Charles Wigley
Feb 5, 2014

2014 outlook: A recipe for outstanding success

A 10-point plan for not just success, but 'outstanding' success, in 2014.

Charles Wigley
Charles Wigley

Apart from the rather obvious stuff—more money will be spent in new media, we will all need to collaborate more, procurement departments will become even more pernicious, etc.—I've always felt it's rather dangerous to try and predict the future. As they say in Hollywood about forecasting a film's chances: "No one knows anything, really."

So instead, I give you my 10-point plan for outstanding success in 2014. Note: I do not say 'solid' or 'reasonable' success here—you can achieve that by following the rules, getting consensus agreement on everything you do and actually listening to Link test results. No, what we are talking about here is outstanding, reputation-building, legacy-leaving success.

1. Have a point of view. About your work and your brand. It has been repeatedly shown that consumers warm to leadership brands. Ones with a point of view about what their mission in life—beyond just making money—actually is. One of the reasons that most advertising is more similar than it is different is that rather than look into their own brand's DNA companies simply ask consumers what they think they should be—and then try and be it. The equivalent of asking the people around you what your character should be.

2014 Marketers' Outlook Survey (subscribers only)

More 2014 outlook content

2. Accept that the world is emotional, not rational. It's on the news everyday in the often deranged actions of people and states. And it absolutely applies to how people buy things and process information. Our rational minds simply post-rationalise what we have intuitively already decided. Yet we continue with pre-testing techniques that have rational message recall as their foundation. It's time to move on.

3. Don't buy a dog and then go around barking. If you are a client, let your agencies get on with their game. Indeed put intense pressure on them to deliver only the very best in their areas of specialism. Do not suggest the strapline to them. If you are an agency, stop being so presumptuous as to believe that you know your client's business or category anywhere near as well they do. You really don't.

4. Do a few big things well (actually make that brilliantly) not lots of small things reasonably. Just because we have more channels available to us than ever before doesn't mean we need to fill them all. And haven't we moved past carpet-bombing the consumer...engagement being better than interruption and all that?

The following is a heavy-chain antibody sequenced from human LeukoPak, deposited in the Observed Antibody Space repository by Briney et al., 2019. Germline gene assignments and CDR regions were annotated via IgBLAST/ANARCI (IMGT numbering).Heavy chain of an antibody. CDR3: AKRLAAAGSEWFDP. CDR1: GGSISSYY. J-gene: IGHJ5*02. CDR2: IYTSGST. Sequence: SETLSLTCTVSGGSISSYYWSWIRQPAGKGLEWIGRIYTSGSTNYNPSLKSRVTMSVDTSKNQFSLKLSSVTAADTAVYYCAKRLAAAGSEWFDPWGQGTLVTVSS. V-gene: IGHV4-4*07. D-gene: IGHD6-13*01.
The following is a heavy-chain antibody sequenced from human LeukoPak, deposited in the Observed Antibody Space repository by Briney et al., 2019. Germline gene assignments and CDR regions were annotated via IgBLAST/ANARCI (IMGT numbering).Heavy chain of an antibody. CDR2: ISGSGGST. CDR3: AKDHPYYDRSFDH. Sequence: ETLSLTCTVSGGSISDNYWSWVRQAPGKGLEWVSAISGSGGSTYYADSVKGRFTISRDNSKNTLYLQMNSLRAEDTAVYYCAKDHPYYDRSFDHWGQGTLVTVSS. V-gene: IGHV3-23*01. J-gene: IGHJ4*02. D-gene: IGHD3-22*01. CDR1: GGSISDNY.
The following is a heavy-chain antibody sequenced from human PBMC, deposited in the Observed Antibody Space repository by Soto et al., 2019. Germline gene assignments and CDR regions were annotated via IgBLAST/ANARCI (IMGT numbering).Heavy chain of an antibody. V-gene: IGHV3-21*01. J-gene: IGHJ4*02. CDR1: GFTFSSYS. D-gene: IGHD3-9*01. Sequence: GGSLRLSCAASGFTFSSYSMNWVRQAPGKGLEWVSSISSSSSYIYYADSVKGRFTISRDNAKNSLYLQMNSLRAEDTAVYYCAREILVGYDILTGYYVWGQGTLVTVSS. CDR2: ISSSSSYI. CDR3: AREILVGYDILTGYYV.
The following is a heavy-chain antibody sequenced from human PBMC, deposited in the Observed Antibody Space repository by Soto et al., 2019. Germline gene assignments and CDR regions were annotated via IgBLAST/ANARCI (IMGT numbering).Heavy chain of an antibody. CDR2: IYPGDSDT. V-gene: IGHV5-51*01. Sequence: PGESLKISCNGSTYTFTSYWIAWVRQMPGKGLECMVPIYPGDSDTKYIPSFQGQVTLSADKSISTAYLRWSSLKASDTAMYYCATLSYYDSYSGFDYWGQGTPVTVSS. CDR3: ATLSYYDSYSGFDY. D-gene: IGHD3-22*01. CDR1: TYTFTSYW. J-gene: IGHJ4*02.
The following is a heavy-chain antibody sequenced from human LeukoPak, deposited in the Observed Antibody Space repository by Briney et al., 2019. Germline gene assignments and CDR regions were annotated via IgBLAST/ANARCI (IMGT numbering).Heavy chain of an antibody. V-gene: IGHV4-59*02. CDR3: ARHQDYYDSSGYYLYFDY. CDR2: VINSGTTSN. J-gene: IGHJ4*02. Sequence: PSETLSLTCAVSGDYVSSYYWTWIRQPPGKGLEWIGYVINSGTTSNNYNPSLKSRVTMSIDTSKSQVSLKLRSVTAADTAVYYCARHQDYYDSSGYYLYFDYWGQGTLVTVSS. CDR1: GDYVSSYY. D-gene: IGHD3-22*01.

5. Be entertaining or useful or get out of the kitchen. There is a dangerous assumption doing the rounds that in the normal run of things consumers crave a two-way conversation with brands. In the main (unless they want to complain about something) they do not. Unless, of course, you have done something brilliantly entertaining or marvelously useful. Which is why you need to.

6. Speed up. Yes, I know it feels like you are already going flat out, but speed up. This is easily achieved by slashing both the amount of pre-testing research you do (don't cut back on the investigative phase, though) and the numbers of people involved in the process. You will likely get better work, cheaper. (And if you are a multinational you may be able to stay ahead of your faster-moving local competitors too.) As General Colin Powell said: "Make decisions when you have between 40 and 70 per cent of the required information. Any earlier and you will not know enough. Any later and it will be too late."

7. Remember your culture may not be your audience's. We are a global mishmash of people now in our business in Asia. In many senses this is a very good thing in terms of cross-fertilisation of ideas. In another we have to watch out for the assumption that the whole world thinks like we do. As Geert Hofstede said: "We all look at the world through our own cultural lenses. We just don't know we are wearing them".

8. Tell the truth. As a brand you will both end up with far stronger advertising if you do—and you won't be caught trying to hoodwink consumers with overly 'stretching' product claims. Which in the modern day and age you will be.

9. Repeat every day: 'Digital is not a strategy'. We must stop confusing channels with strategy. The easiest way to do that is to always start with the idea and see what media best serve it rather than the other way round. Technology is made for man, not vice versa.

10. Be lucky. An enormously important but much underrated factor.

All the best for 2014, everyone.

Charles Wigley is chairman at BBH Asia


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